Our clients often mention that they see other people walking their dogs on the street without a leash. We always tell them to have their dog on a leash and they just wonder why…
The reason that I am on my soap box about this is because of a conversation I had with one of our clients in Atlanta last night. He told me that often let his dog off the leash when they were in the front yard. There normally was never a problem, but yesterday his dog suddenly took off down the street chasing the trash truck. There weren’t any cars on the street at the time and he finally could get his dog back about two blocks away.
“I have never had this happen before”, he told me. “He plays next door with the neighbor dog and I can play catch with him at the corner park and he always comes right back into the house after me when we are done. The trash truck has passed many times before and he has never gone after it in the past.”
To make things crystal clear, we do not condone having dogs off leash at any time. The reason is that the real world has unlimited things that can distract and engage your dog. Since you can’t plan and train for each of these unique distractions, you can’t universally say that your dog won’t take off down the street. Since you can’t guarantee dog’s safety, we strongly direct our clients to always have their dogs on a leash at all times when they are outside in a non-enclosed area.
No matter where you live, there are always things on the road that can cause danger. As dog owners, it is our job and duty to keep our dog safe from those dangers.
With that said, what are some things you might do to give your dog a little more freedom outside so he doesn’t feel confined to a six foot leash?
Dog Fence: If you like to have your dog in the front yard with you, an underground dog fence is a possible solution. A wire is installed just under the surface of your yard at the edges of your property. This wire will give off a signal to a collar worn by your dog. If the dog gets too close to the wire and your property’s perimeter, your dog will get a mild stimulation (varies based on the dog fence brand). Your dog is trained to understand that when he receives this stimulation, he needs to stop and change direction. It normally takes about a month of daily training to have the dog realize that going near the property’s perimeter is not a good thing.
This system works pretty well if you want your dog to play and stay with you while you are in the front yard. There still is the possibility that your dog will escape the property, but that normally happens under extreme situations. One instance where I observed a normally “contained dog” go through the invisible boundary was with a fully intact male dog rushing to a female dog in heat at the house next door. Again, this is a rare case caused by an incredibly extreme distraction.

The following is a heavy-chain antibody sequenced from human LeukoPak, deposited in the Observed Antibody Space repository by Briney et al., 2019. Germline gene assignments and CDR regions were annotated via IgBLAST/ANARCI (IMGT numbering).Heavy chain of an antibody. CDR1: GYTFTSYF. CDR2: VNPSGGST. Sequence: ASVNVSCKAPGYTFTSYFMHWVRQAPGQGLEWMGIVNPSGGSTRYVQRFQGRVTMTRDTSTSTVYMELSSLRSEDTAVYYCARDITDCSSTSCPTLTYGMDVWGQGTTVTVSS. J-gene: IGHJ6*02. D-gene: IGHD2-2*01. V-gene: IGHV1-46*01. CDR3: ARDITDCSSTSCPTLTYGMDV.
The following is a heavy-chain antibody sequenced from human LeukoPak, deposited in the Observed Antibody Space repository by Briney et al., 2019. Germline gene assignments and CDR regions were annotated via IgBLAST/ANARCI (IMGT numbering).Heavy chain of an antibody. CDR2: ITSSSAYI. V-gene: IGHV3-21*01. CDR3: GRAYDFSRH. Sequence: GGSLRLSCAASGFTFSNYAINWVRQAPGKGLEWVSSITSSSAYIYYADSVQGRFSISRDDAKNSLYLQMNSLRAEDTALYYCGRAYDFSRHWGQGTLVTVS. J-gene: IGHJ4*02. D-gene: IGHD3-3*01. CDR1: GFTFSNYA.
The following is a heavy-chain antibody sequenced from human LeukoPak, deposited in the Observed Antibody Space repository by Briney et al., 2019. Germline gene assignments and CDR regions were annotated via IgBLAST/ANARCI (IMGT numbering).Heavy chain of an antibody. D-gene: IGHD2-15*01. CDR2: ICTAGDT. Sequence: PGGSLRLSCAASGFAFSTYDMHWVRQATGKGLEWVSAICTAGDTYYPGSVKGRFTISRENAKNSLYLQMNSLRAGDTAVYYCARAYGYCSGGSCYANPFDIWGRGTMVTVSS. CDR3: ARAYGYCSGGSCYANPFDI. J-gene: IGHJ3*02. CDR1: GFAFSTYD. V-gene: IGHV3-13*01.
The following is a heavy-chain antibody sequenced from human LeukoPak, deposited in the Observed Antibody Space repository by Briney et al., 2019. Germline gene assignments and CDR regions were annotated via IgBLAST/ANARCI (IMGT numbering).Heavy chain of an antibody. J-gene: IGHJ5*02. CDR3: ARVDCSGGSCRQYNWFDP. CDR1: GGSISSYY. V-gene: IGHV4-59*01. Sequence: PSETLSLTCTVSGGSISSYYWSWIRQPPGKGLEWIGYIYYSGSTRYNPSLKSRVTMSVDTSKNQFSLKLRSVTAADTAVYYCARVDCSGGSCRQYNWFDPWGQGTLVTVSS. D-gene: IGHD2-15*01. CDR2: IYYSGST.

Front Yard Tether: This is an “old school method” that can allow your dog some extended freedom in the front yard while keeping him from running into the street. Place a stake firmly in the middle of your front yard. Place a training lead on your dog’s collar or harness and attach the other end to the yard stake. Make sure that the length of the training lead will not allow your dog enter the street or get into any mischief in other parts of the yard. Remain inside the training lead’s circle when you are out with your dog. If you are playing any games like fetch, make sure you don’t throw the toy outside the circle.
Freedom While Walking: Well, when I said “freedom”, I might have stretched the truth just a smidgen. A better term might be “relative, but managed freedom”. Most people walk their dogs on a six foot leash. This provides safety and is the classic “walking tool”. I suggest getting a training lead that is twenty or thirty feet”. You will use this as a moderator, allowing your dog more freedom to passively roam when you feel the time is right. If you are walking in a crowd, the time is’t right. If there are cars coming down the road, the time isn’t right. If you are walking through an empty park, the time is right.
The issue with this method is the need for your constant vigilance. If you have given your dog some extra freedom, you need to monitor the environment to make sure he is still as safe fifteen, twenty, or even thirty feet away from you as if he were right at your side. If you see an issue, bring in the lead and return your dog to your side. When things are safe again, you can give him some lead and room to roam.
No matter where you live, there are always things on the road or out and about that can cause danger. As dog owners, it is our job and duty to keep our dogs safe from those dangers.
Please call Robin or me at (770) 718-7704 if you need any dog training help. We are blessed to have been your local dog training professionals for over fifteen years. We have trained over 5,000 great dogs and loving families and are ready to help you